Growing up I had my own kid-sized chair that I absolutely loved. It was made of wood, with a convertible slatted back that could swivel up for sitting or down for stepping up. I carted it from room to room and, weather permitting, even took it outside. As I recall the seat was painted blue, the back slats red and white. There may have been decals. It’s unusual for me not to remember every minute detail as I do with other favorite objects from childhood, but maybe it’s because those were of a private nature, while my chair was more an article of society than a personal talisman. In my best memory of it, it’s Sunday night and my parents, older sister and brothers, and I are in the den watching television. They’re on the regular adult-sized furniture, maybe one of my brothers is stretched out on the floor, but I’m down in front perched on my chair. As the youngest and smallest by far, finding my equal place in the family could be tricky.
Everyone was bigger, faster, smarter, and even better at reading, but having my own chair, a chair that was only for me, put me on equal footing. I could pull my chair up and take my place at the table. While we don’t have it—or, at least, one exactly like it—in the MoMA collection, we have other excellent children’s chairs, chairs of good design that are worthy of a child’s delight.The earliest of these (c.1928) is the Gerrit Rietveld “Beugel” Child’s Chair. The Marcel Breuer Child’s Side Chair tubular-steel frame-and-canvas seat and back from 1929 is a chair for having your cake and eating it, too, I think, for in this chair you’d get to be a child and be taken seriously at the same time! From 1931–32 is the Alvar Aalto Model 103 Child’s Chair of bent plywood and laminated birch; from 1944, the Ray and Charles Eames’s molded-and-stained plywood Child’s Chair. Slightly later, in 1957, came Kristian Vedel’s Child’s Chair of beech plywood with lacquered seat. Every time I see this small chair I can’t help but imagine a small child earnestly, carefully, and lovingly adjusting and readjusting the seat level to get it just right. From 1964 we have the Marco Zanuso–designed Model No. 499 Child’s Stacking Chairs; from 1971, the BBB Bonacina Chica demountable stacking chairs; and from 1974, Hodgetts, Mangurian, and Godard‘s Punchout Furniture/Child’s Chair from Design Research.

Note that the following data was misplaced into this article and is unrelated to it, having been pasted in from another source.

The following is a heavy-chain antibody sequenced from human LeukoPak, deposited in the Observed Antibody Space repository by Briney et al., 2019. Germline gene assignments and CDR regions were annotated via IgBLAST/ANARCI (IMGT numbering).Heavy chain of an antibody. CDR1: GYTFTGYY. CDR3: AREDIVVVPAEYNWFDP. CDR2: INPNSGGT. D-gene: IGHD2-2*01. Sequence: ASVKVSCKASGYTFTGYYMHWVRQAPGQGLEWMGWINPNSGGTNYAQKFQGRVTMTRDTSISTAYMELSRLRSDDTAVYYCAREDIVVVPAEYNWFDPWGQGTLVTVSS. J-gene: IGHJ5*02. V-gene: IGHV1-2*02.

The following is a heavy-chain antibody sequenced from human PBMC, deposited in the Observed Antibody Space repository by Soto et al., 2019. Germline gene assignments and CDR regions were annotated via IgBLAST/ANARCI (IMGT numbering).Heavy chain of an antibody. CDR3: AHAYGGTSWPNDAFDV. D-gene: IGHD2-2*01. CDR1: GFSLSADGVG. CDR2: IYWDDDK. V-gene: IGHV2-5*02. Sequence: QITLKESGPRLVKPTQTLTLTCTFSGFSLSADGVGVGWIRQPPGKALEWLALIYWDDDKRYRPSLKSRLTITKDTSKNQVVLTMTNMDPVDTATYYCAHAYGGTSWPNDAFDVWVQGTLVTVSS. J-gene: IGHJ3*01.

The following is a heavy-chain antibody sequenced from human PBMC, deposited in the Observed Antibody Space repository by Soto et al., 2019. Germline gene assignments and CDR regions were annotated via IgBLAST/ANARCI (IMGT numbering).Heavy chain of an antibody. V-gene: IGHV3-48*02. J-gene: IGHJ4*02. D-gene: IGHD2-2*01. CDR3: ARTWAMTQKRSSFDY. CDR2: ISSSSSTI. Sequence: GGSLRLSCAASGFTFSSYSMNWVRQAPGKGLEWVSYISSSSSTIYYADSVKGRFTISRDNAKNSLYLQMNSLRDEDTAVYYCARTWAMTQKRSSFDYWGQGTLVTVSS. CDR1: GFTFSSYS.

Most of these chairs, as well as a number of other outstanding children’s chairs (perhaps even one from your childhood), are featured in MoMA’s upcoming exhibition Century of the Child: Growing By Design, 1900–2000, which opens on July 29. If you don’t find your favorite chair in the exhibition, you’re certain to recognize a favorite game, book, or other treasured design object from your youth.